It is easy, almost too easy, to laugh at Indiana Attorney General Todd Rokita.
He is, after all, a walking caricature of unfettered ambition, the sort of politician who runs for office not out of any great desire to serve but almost as a reflex. That’s why he once ran for three different offices in one year—because he literally can’t help himself.
Let us also not forget his unctuousness. Perhaps the most embarrassing example of Rokita grossly overestimating the power of his charm was the moment he tried to duck a tough question from CNN’s Carol Costello by telling her she was “beautiful.”
Yes, Mr. Attorney General, there is no more effective way to mollify or distract an intelligent and talented woman than to objectify her, particularly in front of a national audience. Confident, capable women just love it when men do that.
Rokita’s assorted gaucheries and scrambling demands for attention encourage people to treat him as a buffoon, little more than a secondary player in a comic opera, one given to pratfalls and malaprops.
But the reality is that what Rokita often tries to do is dangerous.
His determination to attach himself to the Texas attorney general’s attempt to overturn the 2020 presidential election could have subverted the very process of self-government. That he wasn’t even in office at the time he made the commitment didn’t even give Rokita a moment’s pause.
Nor did the fact that the Texas attorney general, Ken Paxton, launched the suit in a desperate attempt to get then outgoing President Donald Trump to grant him a pardon for the securities fraud charges Paxton has been trying to duck for years.
Similarly, Rokita rushed to be part of the discussion over whether the omicron wave had swamped hospitals and the healthcare system around the state. Rokita questioned whether the hospitals were really that full, then ducked and weaved when hospital officials offered to show him just how overwhelmed they were.
He treated it as if it were a game.
As someone with a loved one who was battling a life-threatening illness at the time and had needed surgery delayed because there simply weren’t any hospital beds available, I can assure him it wasn’t a game.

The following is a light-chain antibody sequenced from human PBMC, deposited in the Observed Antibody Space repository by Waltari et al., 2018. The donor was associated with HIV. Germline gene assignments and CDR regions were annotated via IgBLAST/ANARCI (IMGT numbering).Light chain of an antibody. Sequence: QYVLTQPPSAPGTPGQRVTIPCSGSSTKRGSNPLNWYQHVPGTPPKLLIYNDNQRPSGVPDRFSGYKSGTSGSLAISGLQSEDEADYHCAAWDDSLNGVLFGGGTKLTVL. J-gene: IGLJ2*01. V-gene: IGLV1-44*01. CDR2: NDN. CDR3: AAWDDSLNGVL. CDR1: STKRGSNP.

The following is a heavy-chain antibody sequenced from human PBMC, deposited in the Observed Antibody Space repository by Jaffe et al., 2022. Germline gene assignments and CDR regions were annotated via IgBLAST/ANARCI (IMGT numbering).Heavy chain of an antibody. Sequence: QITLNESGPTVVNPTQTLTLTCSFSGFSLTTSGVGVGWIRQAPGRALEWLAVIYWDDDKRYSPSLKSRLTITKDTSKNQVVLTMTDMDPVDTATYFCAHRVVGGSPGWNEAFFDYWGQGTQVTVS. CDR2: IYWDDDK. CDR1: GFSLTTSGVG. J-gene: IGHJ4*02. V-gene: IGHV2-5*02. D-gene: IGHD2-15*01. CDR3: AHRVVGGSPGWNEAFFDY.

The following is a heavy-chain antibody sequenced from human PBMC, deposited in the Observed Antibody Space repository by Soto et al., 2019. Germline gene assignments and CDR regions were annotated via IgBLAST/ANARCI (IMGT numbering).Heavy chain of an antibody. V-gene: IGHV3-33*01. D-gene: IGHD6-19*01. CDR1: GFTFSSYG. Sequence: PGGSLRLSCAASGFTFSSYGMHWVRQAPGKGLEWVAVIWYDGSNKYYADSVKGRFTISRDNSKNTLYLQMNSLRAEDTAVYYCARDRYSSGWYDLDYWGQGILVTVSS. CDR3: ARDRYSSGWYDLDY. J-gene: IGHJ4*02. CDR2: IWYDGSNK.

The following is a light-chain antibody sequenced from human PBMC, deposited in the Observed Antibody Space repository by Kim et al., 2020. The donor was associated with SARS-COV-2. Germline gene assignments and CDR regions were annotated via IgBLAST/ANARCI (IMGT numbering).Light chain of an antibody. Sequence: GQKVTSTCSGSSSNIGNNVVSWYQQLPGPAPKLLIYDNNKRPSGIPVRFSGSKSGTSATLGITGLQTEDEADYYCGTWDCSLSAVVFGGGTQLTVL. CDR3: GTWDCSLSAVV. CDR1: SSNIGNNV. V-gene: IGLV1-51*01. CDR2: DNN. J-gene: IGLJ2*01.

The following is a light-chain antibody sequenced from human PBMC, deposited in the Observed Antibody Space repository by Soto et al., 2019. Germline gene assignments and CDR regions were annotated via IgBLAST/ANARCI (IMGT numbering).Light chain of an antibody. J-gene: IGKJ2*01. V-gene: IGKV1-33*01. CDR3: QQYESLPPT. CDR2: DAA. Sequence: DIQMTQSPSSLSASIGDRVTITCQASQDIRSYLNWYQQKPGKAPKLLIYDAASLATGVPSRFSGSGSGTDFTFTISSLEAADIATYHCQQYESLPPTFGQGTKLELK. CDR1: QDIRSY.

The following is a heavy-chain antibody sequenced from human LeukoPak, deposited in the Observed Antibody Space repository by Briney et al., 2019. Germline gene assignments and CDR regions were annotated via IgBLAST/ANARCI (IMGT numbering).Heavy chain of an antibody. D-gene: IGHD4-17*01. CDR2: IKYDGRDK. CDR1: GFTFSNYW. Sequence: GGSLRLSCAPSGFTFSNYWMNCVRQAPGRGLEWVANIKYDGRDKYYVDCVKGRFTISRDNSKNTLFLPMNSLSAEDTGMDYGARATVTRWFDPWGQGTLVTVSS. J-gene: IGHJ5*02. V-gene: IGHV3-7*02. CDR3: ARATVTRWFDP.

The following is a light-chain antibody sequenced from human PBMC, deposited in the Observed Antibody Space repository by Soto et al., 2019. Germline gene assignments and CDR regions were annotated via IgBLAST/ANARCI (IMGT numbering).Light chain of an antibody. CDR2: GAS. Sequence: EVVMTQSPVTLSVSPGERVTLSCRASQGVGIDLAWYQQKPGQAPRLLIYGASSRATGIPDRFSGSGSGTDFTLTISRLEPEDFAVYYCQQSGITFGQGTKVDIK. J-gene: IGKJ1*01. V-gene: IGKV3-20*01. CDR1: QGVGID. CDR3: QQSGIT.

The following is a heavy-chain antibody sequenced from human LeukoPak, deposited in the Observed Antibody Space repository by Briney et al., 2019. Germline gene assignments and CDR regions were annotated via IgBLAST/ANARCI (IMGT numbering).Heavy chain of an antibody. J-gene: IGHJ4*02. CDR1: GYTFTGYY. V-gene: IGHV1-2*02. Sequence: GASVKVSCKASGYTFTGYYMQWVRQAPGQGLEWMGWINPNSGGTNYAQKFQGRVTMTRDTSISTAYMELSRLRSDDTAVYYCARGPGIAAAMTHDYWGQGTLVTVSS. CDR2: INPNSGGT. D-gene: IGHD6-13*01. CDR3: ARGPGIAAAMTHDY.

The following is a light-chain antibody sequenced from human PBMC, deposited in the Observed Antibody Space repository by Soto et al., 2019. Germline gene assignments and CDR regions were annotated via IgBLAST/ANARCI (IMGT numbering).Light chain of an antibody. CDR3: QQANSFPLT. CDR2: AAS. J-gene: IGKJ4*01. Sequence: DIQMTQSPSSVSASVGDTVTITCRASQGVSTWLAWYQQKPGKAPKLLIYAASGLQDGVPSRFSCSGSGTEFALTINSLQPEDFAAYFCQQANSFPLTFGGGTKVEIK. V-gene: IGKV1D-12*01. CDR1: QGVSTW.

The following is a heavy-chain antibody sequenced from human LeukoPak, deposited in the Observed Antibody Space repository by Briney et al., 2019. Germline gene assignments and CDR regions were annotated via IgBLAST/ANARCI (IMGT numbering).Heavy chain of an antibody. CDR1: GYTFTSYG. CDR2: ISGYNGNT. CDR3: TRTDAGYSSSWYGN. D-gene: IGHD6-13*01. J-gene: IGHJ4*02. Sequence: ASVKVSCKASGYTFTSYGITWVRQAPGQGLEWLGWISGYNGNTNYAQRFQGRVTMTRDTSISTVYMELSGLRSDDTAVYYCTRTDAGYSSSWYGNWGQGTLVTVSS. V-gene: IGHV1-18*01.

He picked a senseless fight with conservative journalist and gadfly Abdul-Hakim Shabazz. Rokita’s staff denied Shabazz access to a press conference last year.
Rokita’s office said the attorney general did so because Shabazz is not “credentialed” media but rather is a gossip columnist.
There are at least two problems with that argument.
The first is that the state of Indiana itself issued Shabazz media credentials. Rokita is thus arguing that his judgment should take precedence over the established process.
The second is that no public official—even one who has as outsized a view of his place in the universe as our attorney general—gets to determine who is a journalist and who isn’t. That isn’t government’s role any more than getting to decide which church a person should attend is.
Rokita has made clear that he doesn’t care much for Shabazz. They apparently fell out over a campaign debate Shabazz moderated a few years ago.
Rokita delivered a classic Rokita performance then. He was in the debate, then he was out, then he was back in.
Somehow, in the attorney general’s mind, it was Shabazz’s fault that Rokita looked like an indecisive fool during that episode.
Rokita now says that it’s Shabazz’s fault that this has become such a big deal.
Shabazz, the attorney general says, “is trying to make a federal case out of a bruised ego.”
Perhaps we ought to listen to the attorney general when he says things like that.
Because Todd Rokita clearly knows a great deal about bruised egos.